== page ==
7. The rape survivor is 16 and half years old and is a bright girl interested in further studies. She informed the team that her favourite subjects were Economics and Sanskrit.

About Dabra Village
Dabra Village is located about 15 Kms of Hisar District Head quarter.It is populated with more than 6,000 people, comprising about 800 Jat households, 150 Chamar households, 150 Dhanuk households, 10 Nai households, 5 Valmiki households, 8 Baniya households, 10 Khati households, 6 Lohar households and other communities. The Chamar community is largely economically dependent on the Jat population in their village for their regular livelihood based on farming.

About the incident:
1. On 9th September when the Dalit girl namely XYZ (16) D/o Kishan, belonging to Scheduled Caste (Chamar) community, r/o Dabra village, Hisar, was on her way to her uncle’s house , she had been kidnapped by around 8 dominant caste youths to a nearby field situated on Tosham road. A youth gave her some tablets and later seven persons raped her while the other five were guarding the area. Due to fear the girl didn’t disclose this matter to her family members on the same day.

2. On 18th September, 9 days after the incident, the victim XYZ revealed this unpleasant incident to her mother after her mother continuously enquired why she was so subdued and quiet. Her mother who then informed her husband Krishan, a labourer. Krishan raised the issue with the elders of the village who then started questioning the boys allegedly involved in the incident. The accused allegedly threatened the family that they would make the girl’s objectionable pictures public if the matter was reported to the police. Apprehending public humiliation, Krishan allegedly consumed poison and died on 18th September.

3. An FIR has been registered under section 376-G, 506 IPC and u/s 3(1)(x), 3(1)(xii), 3(2)(v) SC & ST (PoA) Act against accused Sonu, Ajay, Pawan and Vikas, residents of Dabra village and eight other unknown persons.

4. As the police officials did not arrest any accused till 21st September, the angered residents of Dabra village who on 22nd September staged a protest demanding the immediate arrest of all the accused. It was only after assurances by Deputy Commissioner Amit Kumar Aggarwal and SP Mr. Sateesh Balan did the protesters allow the body of the girl’s father to be taken for post-mortem. The body was cremated at his native village on 23rd August 2012.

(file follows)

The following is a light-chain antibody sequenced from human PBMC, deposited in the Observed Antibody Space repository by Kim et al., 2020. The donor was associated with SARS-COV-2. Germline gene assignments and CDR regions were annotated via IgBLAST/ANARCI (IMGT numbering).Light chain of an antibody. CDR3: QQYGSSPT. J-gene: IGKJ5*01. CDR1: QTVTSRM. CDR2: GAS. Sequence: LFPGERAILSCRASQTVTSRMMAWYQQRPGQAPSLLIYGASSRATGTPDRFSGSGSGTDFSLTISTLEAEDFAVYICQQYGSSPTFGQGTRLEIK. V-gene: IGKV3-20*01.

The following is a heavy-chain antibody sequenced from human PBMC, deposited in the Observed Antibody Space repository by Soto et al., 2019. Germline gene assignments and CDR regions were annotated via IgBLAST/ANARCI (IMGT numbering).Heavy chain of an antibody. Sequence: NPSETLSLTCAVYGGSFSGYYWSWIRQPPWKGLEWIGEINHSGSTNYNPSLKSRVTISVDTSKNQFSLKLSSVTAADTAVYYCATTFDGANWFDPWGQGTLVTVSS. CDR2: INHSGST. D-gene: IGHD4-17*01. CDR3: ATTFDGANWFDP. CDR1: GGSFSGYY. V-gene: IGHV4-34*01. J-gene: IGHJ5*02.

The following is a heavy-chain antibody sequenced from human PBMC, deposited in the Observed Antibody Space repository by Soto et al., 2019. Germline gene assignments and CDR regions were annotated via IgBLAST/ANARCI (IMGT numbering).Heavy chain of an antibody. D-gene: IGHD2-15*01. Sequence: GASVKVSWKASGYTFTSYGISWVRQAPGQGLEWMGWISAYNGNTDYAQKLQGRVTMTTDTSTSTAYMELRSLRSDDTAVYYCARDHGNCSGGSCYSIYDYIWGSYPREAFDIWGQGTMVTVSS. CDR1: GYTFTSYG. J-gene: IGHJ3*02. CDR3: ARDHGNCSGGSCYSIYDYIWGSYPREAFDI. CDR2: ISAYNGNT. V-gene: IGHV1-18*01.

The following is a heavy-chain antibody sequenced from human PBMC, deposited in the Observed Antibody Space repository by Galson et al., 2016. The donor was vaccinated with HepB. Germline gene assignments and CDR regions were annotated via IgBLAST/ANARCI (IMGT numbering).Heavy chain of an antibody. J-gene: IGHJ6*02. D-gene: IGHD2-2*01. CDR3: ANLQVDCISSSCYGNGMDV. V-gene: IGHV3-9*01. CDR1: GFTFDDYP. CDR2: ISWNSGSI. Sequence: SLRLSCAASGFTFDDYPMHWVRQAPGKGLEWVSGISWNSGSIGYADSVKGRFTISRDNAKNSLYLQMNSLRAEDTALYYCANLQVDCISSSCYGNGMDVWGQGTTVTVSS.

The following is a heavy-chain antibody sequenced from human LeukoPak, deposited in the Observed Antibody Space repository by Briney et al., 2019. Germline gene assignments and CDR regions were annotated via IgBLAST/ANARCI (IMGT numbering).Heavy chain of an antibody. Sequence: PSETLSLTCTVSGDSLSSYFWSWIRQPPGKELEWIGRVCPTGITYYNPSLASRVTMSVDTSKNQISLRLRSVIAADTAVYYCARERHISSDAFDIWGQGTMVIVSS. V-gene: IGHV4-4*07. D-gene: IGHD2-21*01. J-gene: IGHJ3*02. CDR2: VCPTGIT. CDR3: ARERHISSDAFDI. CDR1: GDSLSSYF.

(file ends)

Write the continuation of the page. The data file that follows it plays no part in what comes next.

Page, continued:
5. Till now the police department has arrested 11 accused. The family informed us that a cheque of Rs. 65,000/- was received . We were informed, by SP that Police Security has been provided to the victims and it will be continued until needed. The Administration has assured free education till she completes her higher studies and also assured job. SP informed us that a Child Psychologist visits the victim regularly and is providing counselling. The accused have been arrested through the active support of the villagers including a few people fromJat community.

Our Demands
We urge you to make use of your good office to initiate intervention to provide justice and protect the Dalit victim. Hence forth, we pray that;

1. Charge sheet should be filed immediately as per S. 167 CrPC and Rule 7 (2) of SC/ST (PoA) Rules 1995.

2. Ensure that the relief and compensation money is put in a bank account in the rape survivor’s name or in a fixed deposit to be used after she becomes an adult.

3. Proper Compensation of Rs. 3,00,000 /- be paid to the rape survivor. as per Rule 12(4) r/w Annexure I S.NO.10, 12, 20 of SC/ST (POA) Rules 1995. [3(1)(x) – 60,000, 3(1)(xii) – 1,20,000 and 3(ii)(v) – 1,20,000 ]

4. The case be tried in the courts set Exclusive Special Court to be set up for Speedy Trial.

5. An experienced criminal lawyer be appointed as special public prosecutor for this case as provided under the SC/ST (POA) Act.

6. The rape survivor be provided a legal counsel of choice to her throughout the trial as per the decision of the Supreme Court in Delhi Domestic Workers Case.

7. Ensure that a conducive atmosphere is created in the court while the rape survivor is deposing so that she can do so without fear and pressure. During examination and cross examination of the girl in court a screen is provided so that she does not have to see the accused.

8. That the economic support promised by the administration to the family that is job for the brother and higher education and job for the rape surviour be given. Besides this to provide rehabilitation to the family as per their wishes.

9. Take steps to ensure the girl’s security so that she is able to attend school regularly as per her wishes.

10.Take all necessary steps to ensure that the family is not pressurise into a compromise . The National Commission for Women should appoint an observer for the trial.

11. Provide adequate protection to the victim’s family and prevent from appraisal.

12. TA/DA to be given to the victim as per Rule 11 of SC/ST (PoA) Rules 1995.

13. As the number of rape cases in Haryana are increasing day to day the State and the police must take proactive steps to create an atmosphere and environment to ensure that girls and women are safe. One suggestion is creating awareness and spreading the message, through posters, wall writings and radio and television messages that any sexual harassment and assault on women will is an offence and strict action will be taken.

14. To establish State level SC/ST commission in Haryana

15. NHRC should conduct a Haryana State level public hearing and include the cases of violence against Dalit women to depose before the jury.

Source: Sanhati

 

Koodankulam Update: 9 October, 2012


 

Update: 9 October, 2012